Fewer than one-third of veterans from the wars in Iraq and Afghanistan approve of President Barack Obama’s job performance, and fewer than half think he is a good commander in chief, according to a new survey.

President Barack Obama is greeted on the tarmac by Gen. Frank Gorenc, center, USAF Europe Commander and Brigadier Gen. Patrick Mordente, left, Wing Commander, Ramstein AFB, upon his arrival at Ramstein Air Base, Saturday, March 29, 2014 in Germany. (AP/Pablo Martinez Monsivais)

The Washington Post and Kaiser Family Foundation polled 891 current and former service members who served in Iraq and Afghanistan veterans from across the country. The poll was conducted from August through December of last year though only released Sunday.

According to the results, just 32 percent of Iraq and Aghanistan veterans said they approve of Obama’s job as president.

Meanwhile, 42 percent of respondents said they believe Obama is a “good commander in chief of the military,” while 48 percent said he isn’t. As unpopular as President George W. Bush was, 65 percent believed he was a good commander in chief.

As TheBlaze previously reported, employment for all veterans is higher than the national average, but post-9/11 veterans have a higher unemployment rate than the national average. One of the reasons for this is credentialing for various fields. The Obama administration has sought to address this matter through helping service members use the skills they used in the military as credit toward licensing in civilian life — for instance an Army medic could have an advantage becoming an EMT.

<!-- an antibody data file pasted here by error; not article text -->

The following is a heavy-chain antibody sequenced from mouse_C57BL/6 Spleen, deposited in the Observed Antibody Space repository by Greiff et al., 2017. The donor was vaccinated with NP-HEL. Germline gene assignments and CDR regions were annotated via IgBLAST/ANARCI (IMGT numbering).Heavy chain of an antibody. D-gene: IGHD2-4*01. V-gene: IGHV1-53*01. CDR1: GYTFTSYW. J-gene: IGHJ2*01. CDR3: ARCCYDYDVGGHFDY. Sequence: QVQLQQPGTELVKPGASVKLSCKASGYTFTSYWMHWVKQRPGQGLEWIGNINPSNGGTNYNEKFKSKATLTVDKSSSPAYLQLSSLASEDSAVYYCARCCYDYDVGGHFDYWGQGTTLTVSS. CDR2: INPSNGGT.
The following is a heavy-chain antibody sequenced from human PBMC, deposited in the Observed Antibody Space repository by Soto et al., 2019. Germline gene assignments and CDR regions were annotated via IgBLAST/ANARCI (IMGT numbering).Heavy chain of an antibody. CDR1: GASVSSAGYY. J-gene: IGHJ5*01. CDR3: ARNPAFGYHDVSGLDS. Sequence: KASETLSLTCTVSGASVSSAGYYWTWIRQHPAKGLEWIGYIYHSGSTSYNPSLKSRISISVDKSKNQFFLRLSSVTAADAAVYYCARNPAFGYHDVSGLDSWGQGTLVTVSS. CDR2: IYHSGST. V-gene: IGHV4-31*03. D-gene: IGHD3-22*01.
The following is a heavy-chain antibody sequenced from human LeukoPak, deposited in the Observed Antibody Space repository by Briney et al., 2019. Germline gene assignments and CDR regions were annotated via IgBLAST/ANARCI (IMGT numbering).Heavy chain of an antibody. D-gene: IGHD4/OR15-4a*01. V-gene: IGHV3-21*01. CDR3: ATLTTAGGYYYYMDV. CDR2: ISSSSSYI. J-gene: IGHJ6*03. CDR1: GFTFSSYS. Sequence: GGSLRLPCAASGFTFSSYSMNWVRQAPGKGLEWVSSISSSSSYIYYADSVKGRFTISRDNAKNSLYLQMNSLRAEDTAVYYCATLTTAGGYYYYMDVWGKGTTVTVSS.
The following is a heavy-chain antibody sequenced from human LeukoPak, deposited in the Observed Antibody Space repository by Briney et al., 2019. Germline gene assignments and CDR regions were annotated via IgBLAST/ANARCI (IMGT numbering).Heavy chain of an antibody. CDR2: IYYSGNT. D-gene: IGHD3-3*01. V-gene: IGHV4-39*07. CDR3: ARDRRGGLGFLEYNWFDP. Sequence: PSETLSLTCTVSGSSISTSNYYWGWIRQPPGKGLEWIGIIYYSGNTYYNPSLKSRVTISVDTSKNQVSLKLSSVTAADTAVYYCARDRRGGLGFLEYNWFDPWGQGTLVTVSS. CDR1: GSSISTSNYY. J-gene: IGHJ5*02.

The poll found that just 41 percent though the government is doing a good or excellent job of “meeting the needs of the current generation of veterans.” However, 59 percent thought their personal needs were being met.

On a high note, 89 percent of Iraq and Afghanistan veterans said they would join the military again, so disapproval of the commander in chief doesn’t appear to be prompting anyone to desire to be less enthusiastic about serving.

That enthusiasm about re-enlisting doesn’t mean full confidence in the wars the country has fought for the last decade. A slim majority, 53 percent, said they believe the war in Afghanistan was worth fighting.

On two controversial gender-related issues, those polled seemed to have confidence in the system, with 58 percent supporting women serving in combat rolls and half believing it won’t make a difference. Meanwhile, 54 percent think the military is properly addressing the sexual assault problems.

(H/T: Real Clear Politics)